Rincon Valley district teachers’ contract hits snag over district’s ability to pay for it
Rincon Valley Unified School District leaders are now reversing course on a teachers’ contract they tentatively agreed to in February, after discovering an apparent mathematical error that brought into question whether the district’s salary offer is feasible.
District officials realized in April, nearly six weeks after signing the tentative agreement with Rincon Valley Union Teachers Association, that they had miscalculated cost projections for a 12% pay bump over three years that would create an additional $6.5 million in payroll expenses.
The Rincon Valley school board is holding a special session Thursday to assess the fallout, and attempt to mend relations with the union as the east Santa Rosa district’s 227 teachers and 3,200 students wrap up a spring semester upended by the coronavirus pandemic.
In the unlikely event the deal goes through, Superintendent Tracy Smith said it would create a $3 million unexpected expense that could deplete emergency reserves and force “massive cuts” to instructional programs and support services when school districts across California are preparing for a sharp decline in education funding this fall.
“It was shocking to me,” Smith, a first-year superintendent, said of the error she noted was discovered April 7 by the district’s new business manager. “We care about our employees, and our teachers are working harder than ever. This is a difficult situation.”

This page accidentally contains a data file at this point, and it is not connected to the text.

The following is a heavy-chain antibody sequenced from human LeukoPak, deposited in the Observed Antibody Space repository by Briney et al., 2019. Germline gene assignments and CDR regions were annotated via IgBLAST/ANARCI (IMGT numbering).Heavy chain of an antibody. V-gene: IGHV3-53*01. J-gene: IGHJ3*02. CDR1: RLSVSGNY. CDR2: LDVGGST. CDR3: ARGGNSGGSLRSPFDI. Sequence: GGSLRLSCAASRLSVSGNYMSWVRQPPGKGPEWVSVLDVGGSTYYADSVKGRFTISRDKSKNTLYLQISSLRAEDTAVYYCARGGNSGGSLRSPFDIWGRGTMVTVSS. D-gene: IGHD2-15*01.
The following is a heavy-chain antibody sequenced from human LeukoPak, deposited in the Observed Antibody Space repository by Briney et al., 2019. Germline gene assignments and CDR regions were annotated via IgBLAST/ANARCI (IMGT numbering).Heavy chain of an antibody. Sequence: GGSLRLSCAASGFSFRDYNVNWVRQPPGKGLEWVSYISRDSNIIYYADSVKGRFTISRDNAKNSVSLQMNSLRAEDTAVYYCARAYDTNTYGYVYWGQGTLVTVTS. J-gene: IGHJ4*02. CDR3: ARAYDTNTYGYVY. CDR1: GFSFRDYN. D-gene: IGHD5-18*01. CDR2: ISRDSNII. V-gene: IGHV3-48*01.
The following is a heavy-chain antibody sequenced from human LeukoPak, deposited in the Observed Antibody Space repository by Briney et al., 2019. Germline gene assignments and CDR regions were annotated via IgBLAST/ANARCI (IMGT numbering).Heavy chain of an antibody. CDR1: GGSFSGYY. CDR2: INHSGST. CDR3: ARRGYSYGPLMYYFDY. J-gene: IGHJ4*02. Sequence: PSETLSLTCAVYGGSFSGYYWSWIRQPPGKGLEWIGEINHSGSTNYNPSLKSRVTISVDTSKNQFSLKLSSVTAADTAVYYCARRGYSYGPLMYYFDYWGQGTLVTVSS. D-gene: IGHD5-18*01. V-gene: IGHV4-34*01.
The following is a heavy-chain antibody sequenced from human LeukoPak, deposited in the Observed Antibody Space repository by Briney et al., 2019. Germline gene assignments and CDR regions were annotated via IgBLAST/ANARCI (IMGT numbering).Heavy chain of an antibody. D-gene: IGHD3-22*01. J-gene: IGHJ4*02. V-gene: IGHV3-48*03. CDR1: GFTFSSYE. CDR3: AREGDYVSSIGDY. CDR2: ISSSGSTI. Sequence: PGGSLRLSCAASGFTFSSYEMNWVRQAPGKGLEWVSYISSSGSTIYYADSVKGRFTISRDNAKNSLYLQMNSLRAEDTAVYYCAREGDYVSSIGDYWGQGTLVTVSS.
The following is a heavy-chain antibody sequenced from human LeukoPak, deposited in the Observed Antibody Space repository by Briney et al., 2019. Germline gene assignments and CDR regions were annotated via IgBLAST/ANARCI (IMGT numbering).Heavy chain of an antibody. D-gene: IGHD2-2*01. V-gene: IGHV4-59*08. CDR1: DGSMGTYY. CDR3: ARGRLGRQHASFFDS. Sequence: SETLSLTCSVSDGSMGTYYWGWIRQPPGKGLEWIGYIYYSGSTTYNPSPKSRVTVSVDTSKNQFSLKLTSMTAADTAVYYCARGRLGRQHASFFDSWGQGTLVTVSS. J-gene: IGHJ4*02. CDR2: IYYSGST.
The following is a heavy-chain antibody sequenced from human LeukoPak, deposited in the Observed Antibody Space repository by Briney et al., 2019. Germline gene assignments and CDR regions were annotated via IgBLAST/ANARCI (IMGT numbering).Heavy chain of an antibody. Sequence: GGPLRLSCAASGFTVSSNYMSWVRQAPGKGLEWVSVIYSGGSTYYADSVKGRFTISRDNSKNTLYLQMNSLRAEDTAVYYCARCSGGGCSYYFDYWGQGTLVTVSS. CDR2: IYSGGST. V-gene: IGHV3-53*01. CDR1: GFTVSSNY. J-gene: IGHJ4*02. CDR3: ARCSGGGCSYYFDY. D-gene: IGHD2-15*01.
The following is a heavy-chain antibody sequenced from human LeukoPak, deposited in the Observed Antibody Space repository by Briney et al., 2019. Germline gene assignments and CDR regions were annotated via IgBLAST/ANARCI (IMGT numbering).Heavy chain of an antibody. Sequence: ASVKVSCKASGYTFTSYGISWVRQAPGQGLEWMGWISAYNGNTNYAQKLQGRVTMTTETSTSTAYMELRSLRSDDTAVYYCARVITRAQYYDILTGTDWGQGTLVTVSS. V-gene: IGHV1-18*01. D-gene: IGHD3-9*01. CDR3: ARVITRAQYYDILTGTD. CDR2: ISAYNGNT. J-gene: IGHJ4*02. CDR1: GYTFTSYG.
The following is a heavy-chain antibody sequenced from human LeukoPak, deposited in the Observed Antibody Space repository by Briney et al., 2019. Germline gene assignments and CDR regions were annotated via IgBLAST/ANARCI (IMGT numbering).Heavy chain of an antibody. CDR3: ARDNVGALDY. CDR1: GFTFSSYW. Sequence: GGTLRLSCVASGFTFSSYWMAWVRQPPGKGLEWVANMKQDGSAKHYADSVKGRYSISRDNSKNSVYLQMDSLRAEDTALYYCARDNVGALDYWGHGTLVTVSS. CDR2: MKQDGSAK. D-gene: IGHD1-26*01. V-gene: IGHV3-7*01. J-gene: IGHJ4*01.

In a May 1 letter to the community, Smith said the district “only included one-time pay increases for teachers, not ongoing, cumulative salary increases for three years” when it was calculating the cost of the raises.
Assuming the school board rejects the tentative deal, the district is now offering a one-year contract that would provide a 5% annual pay bump and increased health care coverage. Negotiations on two subsequent years would start later when the budget effects of the coronavirus are clearer, Smith said.
The union that represents teachers at nine campuses in the second-largest Santa Rosa City Schools feeder district, views things differently.
Union President Samantha Tuor, who teaches eighth grade English and drama at Rincon Valley Charter School, said their members are paid 18% below the state average for teachers. This tentative agreement on a three-year pact was an effort to narrow that pay gap, and the district has the resources to make it happen, she said.
Union negotiators disputed a math mistake occurred, and accused the district of stalling the process by not advancing the tentative agreement to the Sonoma County Office of Education for review until April, and taking months to put it in front of the school board for a vote. The county education office said this week the district would have to convene an advisory committee to oversee an additional $2.5 million more in budget cuts if the original terms were adopted.
On Feb. 26, the district and union signed the tentative deal that would give teachers a 5% raise starting July 1, 4% next year and 3% in 2022. In March, after the coronavirus had forced school campuses to close and teachers were holding classes remotely, 99% of union members voted in favor of the pact.
“We were moving forward on our end with what we were supposed to be doing, but it didn’t seem like they were doing what they needed to do on their end,” Tuor said.